Industrial rental rates in Montreal will continue to rise but not at the explosive level seen in the last year.
That was one of the conclusions of a session on the city’s industrial market during the Montreal Real Estate Strategy and Leasing Conference Sept. 20 at the Palais des congrès convention centre.
“As long as vacancy rates stay at one or two per cent, rents will increase, but I think we’ll flatten the curve a little bit,” said Mathieu Bélanger, managing director, leasing and asset management services at Colliers. “Rents will continue to rise, but with more restraint.”
Montreal industrial rents will not increase 27 per cent year-over-year as they did this year, but will continue to go up slightly and then stabilize, said Robert Giglio, vice-president leasing at Broccolini.
“I think market rates will still grow at a slower pace, maybe five to 10 per cent every year,” said RoseFellow co-CEO Mike Jager, who added it will hit an average of $18 to $20 per square foot in four or five years.
Industrial vacancy to remain sub-two per cent
He predicted industrial vacancy rates in Montreal will remain at about two per cent for at least another four or five years, meaning that even if demand drops by 50 per cent, “we still can’t fulfill the need of the market.”
Jager noted there are 22 industrial buildings under construction in the Greater Montreal Area with about 5.5 million square feet, but 75 per cent of that space is already leased.
“The market is getting gobbled up,” said a bullish Jager, so RoseFellow plans to continue to buy land and build on spec for as long as it can.
Gabrielle Saine, commercial real estate broker at NAI Terramont Commercial, agreed rents will stabilize. She noted “there’s less frenzy than we saw last year” and some clients are delaying decisions, to wait and see what happens.
Aside from distribution centres, there has been an explosive increase in demand for temperature-controlled spaces for frozen foods in the wake of a trend toward healthier eating, Saine said.
Demand is also being seen for space for battery manufacturing and storage, Giglio said.
What’s not being seen this year are many calls for legal cannabis or digital currency clients, said Bélanger.
Relocations and rightsizing
For the first time in her career, Saine is seeing clients forced to relocate because they can’t come to terms on rental rates with their landlords.
Other clients who find rents of $18 per square foot difficult to swallow are signing short-term, three-year leases, she said. Saine is also seeing right-sizing, with tenants reducing their square footage.
Tenants are also optimizing their operations. For example, one client in the temperature-controlled field moved and kept the same footage but doubled the amount of pallet space.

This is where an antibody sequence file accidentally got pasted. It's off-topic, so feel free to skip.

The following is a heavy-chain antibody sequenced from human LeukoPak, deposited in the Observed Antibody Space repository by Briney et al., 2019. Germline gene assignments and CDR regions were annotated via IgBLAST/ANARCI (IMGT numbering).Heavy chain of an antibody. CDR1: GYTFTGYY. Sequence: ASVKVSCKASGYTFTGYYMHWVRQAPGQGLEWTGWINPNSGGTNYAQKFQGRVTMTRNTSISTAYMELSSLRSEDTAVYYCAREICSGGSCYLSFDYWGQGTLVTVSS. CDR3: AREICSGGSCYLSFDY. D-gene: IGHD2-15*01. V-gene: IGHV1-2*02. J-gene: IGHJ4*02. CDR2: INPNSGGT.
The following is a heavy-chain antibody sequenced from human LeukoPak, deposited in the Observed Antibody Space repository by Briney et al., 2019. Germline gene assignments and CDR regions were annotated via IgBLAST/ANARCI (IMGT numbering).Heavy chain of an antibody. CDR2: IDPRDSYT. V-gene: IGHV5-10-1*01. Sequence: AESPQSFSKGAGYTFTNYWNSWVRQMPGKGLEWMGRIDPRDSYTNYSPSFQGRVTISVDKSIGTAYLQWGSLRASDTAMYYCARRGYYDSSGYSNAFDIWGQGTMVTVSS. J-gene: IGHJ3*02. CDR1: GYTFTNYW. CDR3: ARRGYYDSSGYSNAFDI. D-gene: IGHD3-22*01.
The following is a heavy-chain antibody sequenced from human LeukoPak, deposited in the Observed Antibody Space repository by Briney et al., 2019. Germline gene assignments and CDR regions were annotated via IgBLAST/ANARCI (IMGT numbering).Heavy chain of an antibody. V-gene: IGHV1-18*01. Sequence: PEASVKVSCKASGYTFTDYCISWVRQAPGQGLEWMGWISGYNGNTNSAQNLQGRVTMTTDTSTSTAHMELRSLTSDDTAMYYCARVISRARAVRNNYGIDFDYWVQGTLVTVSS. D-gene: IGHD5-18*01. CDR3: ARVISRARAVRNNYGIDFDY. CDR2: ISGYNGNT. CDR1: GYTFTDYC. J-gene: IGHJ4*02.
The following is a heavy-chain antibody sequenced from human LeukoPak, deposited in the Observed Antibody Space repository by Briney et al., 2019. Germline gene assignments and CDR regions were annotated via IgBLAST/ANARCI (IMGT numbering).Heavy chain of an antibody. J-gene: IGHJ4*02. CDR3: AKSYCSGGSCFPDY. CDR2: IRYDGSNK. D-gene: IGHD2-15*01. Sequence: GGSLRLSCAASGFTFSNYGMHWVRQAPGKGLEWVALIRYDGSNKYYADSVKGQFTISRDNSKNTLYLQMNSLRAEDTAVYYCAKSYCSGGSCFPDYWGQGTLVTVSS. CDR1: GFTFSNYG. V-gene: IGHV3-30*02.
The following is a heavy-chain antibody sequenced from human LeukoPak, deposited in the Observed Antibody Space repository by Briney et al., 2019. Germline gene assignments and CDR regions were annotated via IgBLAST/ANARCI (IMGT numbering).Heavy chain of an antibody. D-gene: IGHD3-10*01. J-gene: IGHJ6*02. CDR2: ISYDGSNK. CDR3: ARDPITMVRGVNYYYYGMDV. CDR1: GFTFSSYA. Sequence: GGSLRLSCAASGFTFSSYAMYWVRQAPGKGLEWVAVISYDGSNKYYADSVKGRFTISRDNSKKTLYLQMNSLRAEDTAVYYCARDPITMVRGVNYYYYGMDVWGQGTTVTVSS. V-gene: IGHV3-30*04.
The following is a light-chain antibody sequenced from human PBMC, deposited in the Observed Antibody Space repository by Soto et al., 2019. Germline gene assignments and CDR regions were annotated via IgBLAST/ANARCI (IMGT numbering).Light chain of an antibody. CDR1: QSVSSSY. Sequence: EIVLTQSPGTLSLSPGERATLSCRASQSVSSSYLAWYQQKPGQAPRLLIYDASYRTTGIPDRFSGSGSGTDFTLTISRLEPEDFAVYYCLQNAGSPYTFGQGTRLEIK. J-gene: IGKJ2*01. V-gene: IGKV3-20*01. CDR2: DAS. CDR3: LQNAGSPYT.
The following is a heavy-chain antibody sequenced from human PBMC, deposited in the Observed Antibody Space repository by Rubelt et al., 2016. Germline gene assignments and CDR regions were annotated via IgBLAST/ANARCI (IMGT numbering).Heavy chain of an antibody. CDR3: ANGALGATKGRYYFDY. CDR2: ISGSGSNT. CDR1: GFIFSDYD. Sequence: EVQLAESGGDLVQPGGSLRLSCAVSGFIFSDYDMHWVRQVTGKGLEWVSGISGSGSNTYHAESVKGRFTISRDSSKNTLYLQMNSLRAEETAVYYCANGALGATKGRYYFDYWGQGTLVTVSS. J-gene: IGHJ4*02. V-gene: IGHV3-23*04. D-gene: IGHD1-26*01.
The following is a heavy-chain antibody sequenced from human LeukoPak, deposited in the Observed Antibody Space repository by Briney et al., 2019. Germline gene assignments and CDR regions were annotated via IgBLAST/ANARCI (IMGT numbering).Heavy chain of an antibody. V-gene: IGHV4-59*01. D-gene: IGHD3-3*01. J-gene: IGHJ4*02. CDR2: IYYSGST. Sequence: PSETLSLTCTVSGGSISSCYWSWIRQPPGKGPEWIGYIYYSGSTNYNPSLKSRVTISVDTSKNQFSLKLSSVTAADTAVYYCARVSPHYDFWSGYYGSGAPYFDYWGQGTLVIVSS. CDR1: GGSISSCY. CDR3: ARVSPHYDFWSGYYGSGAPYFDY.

Many clients who want to be on the Island of Montreal must enlarge their geographical region significantly and end up in places like Saint-Jérôme, Varennes and Saint-Jean-sur-Richelieu, she said.
Other clients are splitting up office and warehouse operations to control costs.
However, Giglio maintained businesses that are run efficiently should be able to absorb increased rental costs and reflect them on the prices of products and services that they sell. “I don’t think the landlords are putting people out of business.”
Traditionally the industrial market in Montreal was a game of musical chairs involving local tenants, Giglio said, explaining why rental rates remained stable for many years.
However, in recent years, business has been growing exponentially for local companies and “we also have an influx of national and international users that we never had before,” Giglio said.
Exit strategy concerns
Although rental rates will rise, it’s the exit strategy that concerns Giglio. “If you build it, they’ll lease it. It’s what you do with it once it’s leased – can you sell it? That’s the scary part. Sometimes we have to put the brakes on some of our projects that we’re thinking of putting in the ground.”
Giglio added increasing interest rates and uncertainty about cap rates makes it difficult to do an underwriting. While rental rates have gone up significantly, “the cost of capital is a challenge. We’re looking at either adjusting our return expectations or trying to get more money on the rental side,” he said.
“The challenge is always on the exit and not so much on, ‘You do your build and it will get rented.’ ”
Panelists were asked by an audience member whether Montreal will see multi-storey industrial construction.
Jager said current rental rates will not support that type of construction. An analysis by RoseFellow found rental rates would have to reach $24 or $25 net per square foot to make it viable.
But, “we’re on an island surrounded by agricultural land so there is no more space. It will happen,” Jager concluded.
Giglio, however, said Montreal’s climate with snow loads and the need for snow removal make multi-storey industrial difficult.
In addition, land costs are not sufficiently high to justify the build.
“When land costs hit $100 a square foot, it will start to make sense.”